The role of Cytohesin dependent recycling in HGF stimulated migration and tissue repair

Project: Research project

Description

Incomplete repair of tissues after injury can lead to fibrosis and long-term impairment of organ function. Maladaptive repair after Acute Kidney Injury can lead to the development of Chronic Kidney Disease. Hepatocyte Growth Factor promotes repair and recovery after injury in a number of tissues, including kidney, liver, skin, lung and heart. One mechanism by which HGF promotes wound healing is by stimulating surviving epithelial cells to migrate into and repopulate the damaged regions. The Santy lab has shown that cytohesin family of ARF-activating proteins is required for HGF-stimulated migration in vitro and HGF-stimulated recovery of the kidney after acute injury. Migration requires the coordination of protrusion, adhesion and force generation at the leading edge of migrating cells. Specific cytohesin splice variants stimulate the movement of integrin adhesion receptors from recycling endosomes to the cell surface. Similarly, the Rac-activating protein Dock180 travels from recycling endosomes to the cell surface in a cytohesin-dependent manner in response to HGF signaling. The objective of this study is to determine the role and importance of cytohesin dependent trafficking in HGF stimulated migration and tissue repair. The driving hypothesis of the project is that HGF upregulates both the level and activity of pro-migratory cytohesin variants leading to enhanced cytohesin-dependent trafficking thereby stimulating migration during tissue repair. This will be tested with three specific aims: 1) Determine the role of cytohesin signaling in HGF stimulated tissue repair; 2) Determine the impact of HGF signaling on cytohesin expression and splicing; and 3) Determine the role of cytohesin stimulated endocytic recycling in HGF-stimulated migration. The importance of cytohesin signaling in HGF-stimulated repair pathways and on long-term repair of the kidney after acute kidney injury will be determined. The c-Met stimulated signaling pathways regulating changes in the production of cytohesin mRNAs in response to HGF will be determined. The impact of cytohesin activity on adhesion formation, polarized protrusive signaling and traction force generation at the leading edge of cells migrating in response to HGF will be determined. A molecular understanding of the pathways used by HGF to stimulate migration will provide a framework to develop treatments to stimulate healing after tissue damage and to understand conditions that impair recovery. A short-term treatment that promotes wound-healing could have profound impacts on the long-term health impacts of injury.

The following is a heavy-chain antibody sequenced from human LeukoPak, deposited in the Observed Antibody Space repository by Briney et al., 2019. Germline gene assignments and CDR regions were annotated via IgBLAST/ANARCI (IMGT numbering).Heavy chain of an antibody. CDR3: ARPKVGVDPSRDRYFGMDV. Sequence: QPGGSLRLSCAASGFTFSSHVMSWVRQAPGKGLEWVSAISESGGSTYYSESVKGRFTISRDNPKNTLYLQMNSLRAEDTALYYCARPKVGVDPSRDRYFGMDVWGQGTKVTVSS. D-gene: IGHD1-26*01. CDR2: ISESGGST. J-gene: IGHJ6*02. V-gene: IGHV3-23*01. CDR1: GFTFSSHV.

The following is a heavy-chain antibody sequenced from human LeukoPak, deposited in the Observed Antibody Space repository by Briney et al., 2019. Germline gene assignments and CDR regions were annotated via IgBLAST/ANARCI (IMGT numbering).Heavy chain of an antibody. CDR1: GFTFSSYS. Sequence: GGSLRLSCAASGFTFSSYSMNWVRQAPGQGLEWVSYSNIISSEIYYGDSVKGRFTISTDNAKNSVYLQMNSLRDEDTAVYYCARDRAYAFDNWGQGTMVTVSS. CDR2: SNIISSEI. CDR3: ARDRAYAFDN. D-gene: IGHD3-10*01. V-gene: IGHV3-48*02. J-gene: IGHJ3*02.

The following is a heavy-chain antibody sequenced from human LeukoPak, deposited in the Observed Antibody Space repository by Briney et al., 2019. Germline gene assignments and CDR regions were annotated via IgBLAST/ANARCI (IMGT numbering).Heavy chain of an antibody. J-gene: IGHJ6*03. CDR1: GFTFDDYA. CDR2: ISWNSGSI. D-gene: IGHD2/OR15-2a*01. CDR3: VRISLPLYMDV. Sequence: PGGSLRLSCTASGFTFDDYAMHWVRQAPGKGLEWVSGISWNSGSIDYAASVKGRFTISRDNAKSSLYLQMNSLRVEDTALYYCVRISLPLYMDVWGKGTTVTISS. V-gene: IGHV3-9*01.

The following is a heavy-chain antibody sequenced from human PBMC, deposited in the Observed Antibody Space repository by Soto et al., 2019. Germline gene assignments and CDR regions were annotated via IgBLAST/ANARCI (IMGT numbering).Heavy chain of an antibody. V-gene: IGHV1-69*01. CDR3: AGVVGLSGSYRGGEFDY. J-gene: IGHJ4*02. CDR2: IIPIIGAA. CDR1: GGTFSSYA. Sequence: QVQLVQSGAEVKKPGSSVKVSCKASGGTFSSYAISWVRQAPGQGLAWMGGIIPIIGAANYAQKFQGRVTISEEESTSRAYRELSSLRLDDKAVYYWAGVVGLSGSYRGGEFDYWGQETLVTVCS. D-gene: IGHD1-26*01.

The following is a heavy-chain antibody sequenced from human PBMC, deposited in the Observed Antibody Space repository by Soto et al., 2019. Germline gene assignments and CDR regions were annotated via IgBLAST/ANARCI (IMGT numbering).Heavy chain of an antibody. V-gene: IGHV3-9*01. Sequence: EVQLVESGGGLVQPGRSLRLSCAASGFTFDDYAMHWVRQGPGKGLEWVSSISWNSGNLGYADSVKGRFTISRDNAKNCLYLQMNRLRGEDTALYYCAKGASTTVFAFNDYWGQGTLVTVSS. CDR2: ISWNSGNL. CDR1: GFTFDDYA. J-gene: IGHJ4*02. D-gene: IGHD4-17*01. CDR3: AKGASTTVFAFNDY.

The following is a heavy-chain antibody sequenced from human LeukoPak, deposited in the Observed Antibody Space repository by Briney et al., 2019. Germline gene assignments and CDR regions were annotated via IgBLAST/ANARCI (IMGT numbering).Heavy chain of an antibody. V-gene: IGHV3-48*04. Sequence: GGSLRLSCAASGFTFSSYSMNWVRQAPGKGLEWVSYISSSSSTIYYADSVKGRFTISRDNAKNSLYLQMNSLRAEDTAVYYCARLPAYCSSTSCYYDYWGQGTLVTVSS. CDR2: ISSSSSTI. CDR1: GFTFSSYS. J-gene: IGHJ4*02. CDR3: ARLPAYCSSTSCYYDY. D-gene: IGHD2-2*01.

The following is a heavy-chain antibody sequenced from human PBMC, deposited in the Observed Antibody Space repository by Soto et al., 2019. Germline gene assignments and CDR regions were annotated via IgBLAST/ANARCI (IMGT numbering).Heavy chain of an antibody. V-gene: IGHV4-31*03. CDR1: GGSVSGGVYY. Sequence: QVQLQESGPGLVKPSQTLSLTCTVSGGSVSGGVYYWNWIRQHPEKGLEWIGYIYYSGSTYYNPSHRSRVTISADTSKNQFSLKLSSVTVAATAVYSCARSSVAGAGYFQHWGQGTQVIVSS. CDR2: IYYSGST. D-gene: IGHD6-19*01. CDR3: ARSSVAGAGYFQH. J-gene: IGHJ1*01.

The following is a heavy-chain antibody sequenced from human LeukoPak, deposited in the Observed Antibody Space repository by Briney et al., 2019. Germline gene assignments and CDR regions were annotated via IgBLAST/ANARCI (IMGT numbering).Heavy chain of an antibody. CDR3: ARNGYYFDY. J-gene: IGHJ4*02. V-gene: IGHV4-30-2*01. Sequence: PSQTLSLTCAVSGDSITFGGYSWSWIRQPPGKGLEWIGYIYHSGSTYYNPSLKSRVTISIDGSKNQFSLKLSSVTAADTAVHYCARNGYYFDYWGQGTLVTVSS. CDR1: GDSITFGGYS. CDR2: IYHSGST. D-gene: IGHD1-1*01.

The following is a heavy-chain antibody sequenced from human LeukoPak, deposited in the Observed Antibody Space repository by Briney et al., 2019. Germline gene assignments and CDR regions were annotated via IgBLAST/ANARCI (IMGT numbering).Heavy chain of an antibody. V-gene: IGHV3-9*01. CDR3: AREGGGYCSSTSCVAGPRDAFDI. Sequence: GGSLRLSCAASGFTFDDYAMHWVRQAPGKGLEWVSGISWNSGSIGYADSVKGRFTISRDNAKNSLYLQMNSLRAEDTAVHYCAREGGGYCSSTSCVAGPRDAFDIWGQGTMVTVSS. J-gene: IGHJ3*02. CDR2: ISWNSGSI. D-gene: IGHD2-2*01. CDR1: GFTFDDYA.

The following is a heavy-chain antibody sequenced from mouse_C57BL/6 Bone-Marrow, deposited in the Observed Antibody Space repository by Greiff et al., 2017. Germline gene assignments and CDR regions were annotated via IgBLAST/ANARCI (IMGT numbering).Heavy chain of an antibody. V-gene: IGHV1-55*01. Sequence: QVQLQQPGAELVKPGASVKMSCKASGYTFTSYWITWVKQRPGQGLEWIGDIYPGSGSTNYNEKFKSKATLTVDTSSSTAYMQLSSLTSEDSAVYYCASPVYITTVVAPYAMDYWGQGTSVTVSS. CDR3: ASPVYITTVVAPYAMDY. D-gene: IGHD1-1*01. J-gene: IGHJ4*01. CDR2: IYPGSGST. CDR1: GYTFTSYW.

StatusActive
Effective start/end date9/15/198/31/20

Funding

  • National Institutes of Health: $100,000.00

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Recycling
Acute Kidney Injury
Endosomes
Wound Healing
Wounds and Injuries
rac GTP-Binding Proteins
Kidney
Hepatocyte Growth Factor
Traction
Chronic Renal Insufficiency
Integrins
Fibrosis
Up-Regulation
Epithelial Cells
Lung
Messenger RNA
Skin
Liver
Health
Therapeutics